In This Article Expand or collapse the "in this article" section Mona Caird

  • Introduction
  • Portraits
  • Bibliographies
  • Anthologies
  • Editions
  • Caird’s Engagement with Contemporary Science, Philosophy, and Literature
  • Caird as New Woman Writer, Feminist, and Anti-Eugenics Activist
  • “The Morality of Marriage” (1890)
  • A Romance of the Moors (1891)
  • “The Yellow Drawing-Room” (1891)
  • Romantic Cities of Provence (1896)
  • “The Greater Community” (1918)
  • The Great Wave (1931)

Victorian Literature Mona Caird
Lisa Surridge
  • LAST REVIEWED: 27 November 2023
  • LAST MODIFIED: 27 November 2023
  • DOI: 10.1093/obo/9780199799558-0106


The feminist novelist and essayist Mona Caird (b. 1854–d. 1932) was propelled to fame in the summer of 1888 when her Westminster Review essay “Marriage” became the focus of the great marriage debate in the Daily Telegraph. When the newspaper posed the question, “Is Marriage a Failure?,” twenty-seven thousand respondents weighed in. Caird, however, had not asked whether marriage was a failure; she had stated unequivocally that it was one. A married women herself, she argued that marriage should be conceptualized not in terms of duty or sacrifice, but as a contract freely entered into by equals and dissolvable at the will of the parties. Her views were attacked by those who accused her of “balderdash” and by those who punned that “no one Caird”; indisputably, however, she had touched a raw nerve, as the sheer volume of correspondence indicated. During the late 1880s and throughout the 1890s, Caird developed in essays her views on marriage, the family, and gender relations. Delving into histories of past societies, she argued for the constructed nature of gender relations, citing historical examples of women’s rule, power, and inheritance. Writing in the post-Darwinian era, Caird was deeply disturbed by the implications of contemporary debates about evolution and the future of the race. She fought against contemporary eugenicists, defended women’s right to use birth control, and argued that the race would evolve not by the right of might, but by cultivating compassion and adhering to principles of freedom and individual rights. From the mid-1890s forward, such principles led her to an antivivisectionist stance; presciently, she warned against justifying experiments by social gain, arguing that if such eugenic principles were accepted, the rights of the weak would be imperiled. During World War I, she wrote against brute force as a means of social progress, advocating instead education, international communication, and travel as a means of fostering global citizens. A deeply original thinker, Caird was also an experimental novelist, recognized in 1894 by the Review of Reviews as a founder of a new genre, the “Modern Woman novel” (what would later be called the “New Woman” novel). Experimenting with form, imagery, mythography, and temporality, Caird created novels that are aesthetic forms in their own right, not mere dramatizations of her political principles. Since the 1990s, feminist scholarship has hailed Caird’s achievements as new woman essayist, novelist, historiographer, and anti-eugenic feminist, placing her work in relation to contemporary debates on gender, sexuality, and eugenics. While Caird’s biography remains shadowy, her writings have come into the scholarly light.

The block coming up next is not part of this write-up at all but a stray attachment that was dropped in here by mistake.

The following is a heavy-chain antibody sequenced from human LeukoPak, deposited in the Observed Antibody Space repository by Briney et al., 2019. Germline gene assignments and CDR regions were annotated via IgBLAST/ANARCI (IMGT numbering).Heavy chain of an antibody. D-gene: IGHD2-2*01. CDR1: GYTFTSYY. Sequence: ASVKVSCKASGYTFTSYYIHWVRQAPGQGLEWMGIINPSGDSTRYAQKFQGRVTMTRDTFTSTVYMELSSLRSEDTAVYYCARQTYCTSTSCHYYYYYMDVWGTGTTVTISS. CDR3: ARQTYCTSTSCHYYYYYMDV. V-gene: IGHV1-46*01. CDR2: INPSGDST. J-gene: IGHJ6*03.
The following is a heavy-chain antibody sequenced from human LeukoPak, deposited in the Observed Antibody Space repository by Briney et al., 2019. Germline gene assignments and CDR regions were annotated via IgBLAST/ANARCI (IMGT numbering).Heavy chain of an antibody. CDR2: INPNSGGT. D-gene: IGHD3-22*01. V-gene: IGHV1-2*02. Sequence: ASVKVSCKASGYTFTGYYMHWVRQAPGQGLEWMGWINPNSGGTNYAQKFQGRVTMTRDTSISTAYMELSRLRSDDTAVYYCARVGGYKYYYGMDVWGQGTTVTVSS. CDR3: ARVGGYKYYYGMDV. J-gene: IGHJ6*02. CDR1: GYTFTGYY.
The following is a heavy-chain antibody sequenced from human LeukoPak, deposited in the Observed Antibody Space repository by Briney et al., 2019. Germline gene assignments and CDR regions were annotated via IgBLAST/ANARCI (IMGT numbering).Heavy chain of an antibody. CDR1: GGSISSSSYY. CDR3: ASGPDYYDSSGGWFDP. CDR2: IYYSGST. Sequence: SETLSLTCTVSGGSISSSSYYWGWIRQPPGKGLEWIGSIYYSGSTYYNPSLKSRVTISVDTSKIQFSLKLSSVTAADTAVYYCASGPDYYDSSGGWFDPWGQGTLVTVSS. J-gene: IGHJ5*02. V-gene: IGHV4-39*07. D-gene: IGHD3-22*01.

There is a paucity of information on Mona Caird’s life; no full-length biography exists. Research is frustrated by the fact that Caird’s grandson sold the library at her Scottish home, Cassencary, preserving only two or three of his grandmother’s works. However, primary research by Ann Heilmann, which includes interviews with Caird’s descendants, has added considerably to knowledge of this writer.

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